Kashagan to become Kazakhstan’s major oil producer in the years to come — expert

ASTANA (TCA) — The maximum potential of Kazakhstan’s Kashagan oil field will be revealed in 25-30 years, when oil extraction at the Caspian field is to reach 60 million tons per year to remain at that level for a long time, the President of the Kazakhstan Society of Petroleum Geologists Baltabek Kuandykov said in an interview with PrimeMinister.kz.

Kuandykov stood at the origins of the development of the Kashagan field in 1993, as Deputy Minister of Energy and Fuel Resources of Kazakhstan he participated in the formation of an international consortium to develop the giant field.

In 1997, a production sharing agreement was signed on Kashagan, and the first well was drilled in 2000. Then the field’s reserves were estimated at about 30 billion barrels of oil per year. On a global scale, Kashagan was the largest field discovered in the last 40 years.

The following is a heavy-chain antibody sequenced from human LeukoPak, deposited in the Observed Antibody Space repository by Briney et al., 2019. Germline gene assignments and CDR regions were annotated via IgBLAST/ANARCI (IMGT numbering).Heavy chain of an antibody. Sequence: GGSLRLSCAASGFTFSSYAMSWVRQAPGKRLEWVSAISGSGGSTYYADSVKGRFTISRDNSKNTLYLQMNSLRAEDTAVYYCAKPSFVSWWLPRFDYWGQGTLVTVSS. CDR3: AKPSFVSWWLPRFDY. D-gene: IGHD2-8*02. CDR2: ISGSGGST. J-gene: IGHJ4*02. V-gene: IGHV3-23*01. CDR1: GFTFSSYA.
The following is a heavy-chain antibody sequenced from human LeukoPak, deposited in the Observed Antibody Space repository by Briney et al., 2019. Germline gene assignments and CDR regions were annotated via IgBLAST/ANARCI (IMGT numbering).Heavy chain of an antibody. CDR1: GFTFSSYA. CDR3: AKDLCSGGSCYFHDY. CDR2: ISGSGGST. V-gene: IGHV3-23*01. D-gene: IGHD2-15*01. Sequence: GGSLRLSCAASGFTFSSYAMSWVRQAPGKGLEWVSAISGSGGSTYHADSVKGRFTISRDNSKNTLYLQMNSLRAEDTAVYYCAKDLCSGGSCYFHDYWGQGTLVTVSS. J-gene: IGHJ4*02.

Oil production began at the Kashagan field in September 2016.

“This is the first offshore field that Kazakhstan is developing. This is a special deposit with its own mining and geological conditions. It is characterized by an ultrahigh pressure, a very high content of hydrogen sulphide, and a high formation temperature of about 100°C. In addition, the Caspian Sea is unique in itself. It is called the sea, but in winter, almost half of it — all of its northern part — freezes. This does not allow ensuring normal operation at offshore facilities,” the expert explained.

As an additional obstacle to normal oil production, Kuandykov named the shallow northern part of the Caspian Sea. In the Kashagan area, the water depth is only 4-5 meters, which impedes the movement of large vessels.

But despite all the difficulties, the field was launched, and produced 5 million tons of oil in 2017. Until the end of the year it is planned to extract about 8-8.5 million tons of oil.

“Today we are at the first stage at Kashagan. This is a test phase, which will show what kind of work we should do, what should we look for. The first phase will reach its maximum by 2020-2023. After that, we will start implementing the second phase — then we will be able to produce up to 35-40 million tons of oil a year. In 25-30 years, we will reach the maximum, the third phase, which is about 60 million tons of oil per year,” Kuandykov said.


Times of Central Asia